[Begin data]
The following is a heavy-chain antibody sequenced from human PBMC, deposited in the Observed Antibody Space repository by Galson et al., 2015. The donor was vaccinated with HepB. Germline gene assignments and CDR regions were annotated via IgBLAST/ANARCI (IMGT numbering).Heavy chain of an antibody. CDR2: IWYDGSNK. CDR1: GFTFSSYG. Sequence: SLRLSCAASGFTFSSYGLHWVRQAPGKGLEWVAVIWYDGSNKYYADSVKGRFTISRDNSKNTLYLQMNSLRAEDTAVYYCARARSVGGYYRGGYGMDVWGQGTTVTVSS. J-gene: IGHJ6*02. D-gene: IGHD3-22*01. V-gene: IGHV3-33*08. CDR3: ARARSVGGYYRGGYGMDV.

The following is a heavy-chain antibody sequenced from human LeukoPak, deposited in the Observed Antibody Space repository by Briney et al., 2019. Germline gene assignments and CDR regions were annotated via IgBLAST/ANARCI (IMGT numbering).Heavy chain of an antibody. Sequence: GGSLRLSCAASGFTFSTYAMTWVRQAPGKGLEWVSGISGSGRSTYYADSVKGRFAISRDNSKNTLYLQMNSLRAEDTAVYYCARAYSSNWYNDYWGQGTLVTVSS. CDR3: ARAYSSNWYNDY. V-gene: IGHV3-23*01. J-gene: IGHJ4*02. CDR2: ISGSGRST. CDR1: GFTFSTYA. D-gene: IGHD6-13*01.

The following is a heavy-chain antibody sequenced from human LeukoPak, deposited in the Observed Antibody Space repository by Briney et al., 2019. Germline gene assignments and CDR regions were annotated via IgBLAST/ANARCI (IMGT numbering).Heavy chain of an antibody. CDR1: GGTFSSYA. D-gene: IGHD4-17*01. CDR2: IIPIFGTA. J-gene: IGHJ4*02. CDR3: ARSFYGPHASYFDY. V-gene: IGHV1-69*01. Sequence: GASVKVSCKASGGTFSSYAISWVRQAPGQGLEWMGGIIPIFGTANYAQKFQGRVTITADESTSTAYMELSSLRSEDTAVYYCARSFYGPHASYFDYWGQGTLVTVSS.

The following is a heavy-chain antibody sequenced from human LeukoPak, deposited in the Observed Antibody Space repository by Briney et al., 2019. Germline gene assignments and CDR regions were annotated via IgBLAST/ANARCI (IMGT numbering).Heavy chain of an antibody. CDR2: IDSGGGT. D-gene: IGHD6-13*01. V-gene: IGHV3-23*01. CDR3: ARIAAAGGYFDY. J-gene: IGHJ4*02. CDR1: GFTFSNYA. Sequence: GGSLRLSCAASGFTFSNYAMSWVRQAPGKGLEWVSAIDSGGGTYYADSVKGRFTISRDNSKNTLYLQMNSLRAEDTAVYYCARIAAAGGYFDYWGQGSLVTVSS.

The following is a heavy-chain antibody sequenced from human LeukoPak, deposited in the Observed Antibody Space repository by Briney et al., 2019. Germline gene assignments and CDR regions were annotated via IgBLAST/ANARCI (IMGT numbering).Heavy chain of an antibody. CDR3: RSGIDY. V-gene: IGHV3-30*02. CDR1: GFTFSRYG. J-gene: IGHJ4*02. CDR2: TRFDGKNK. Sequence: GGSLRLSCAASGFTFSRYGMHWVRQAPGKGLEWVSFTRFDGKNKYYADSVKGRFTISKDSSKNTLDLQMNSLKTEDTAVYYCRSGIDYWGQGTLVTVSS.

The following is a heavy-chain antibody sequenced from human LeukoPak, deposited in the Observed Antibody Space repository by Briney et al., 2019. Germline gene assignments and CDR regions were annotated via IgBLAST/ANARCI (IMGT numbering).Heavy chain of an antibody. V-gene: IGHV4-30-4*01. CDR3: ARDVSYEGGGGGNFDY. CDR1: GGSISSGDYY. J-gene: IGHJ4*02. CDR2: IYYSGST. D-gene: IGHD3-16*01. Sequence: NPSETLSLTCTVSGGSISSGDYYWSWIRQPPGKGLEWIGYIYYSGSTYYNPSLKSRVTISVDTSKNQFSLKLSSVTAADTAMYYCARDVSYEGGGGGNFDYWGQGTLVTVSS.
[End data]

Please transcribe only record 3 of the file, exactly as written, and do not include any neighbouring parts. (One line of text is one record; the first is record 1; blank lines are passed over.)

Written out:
The following is a heavy-chain antibody sequenced from human LeukoPak, deposited in the Observed Antibody Space repository by Briney et al., 2019. Germline gene assignments and CDR regions were annotated via IgBLAST/ANARCI (IMGT numbering).Heavy chain of an antibody. CDR1: GGTFSSYA. D-gene: IGHD4-17*01. CDR2: IIPIFGTA. J-gene: IGHJ4*02. CDR3: ARSFYGPHASYFDY. V-gene: IGHV1-69*01. Sequence: GASVKVSCKASGGTFSSYAISWVRQAPGQGLEWMGGIIPIFGTANYAQKFQGRVTITADESTSTAYMELSSLRSEDTAVYYCARSFYGPHASYFDYWGQGTLVTVSS.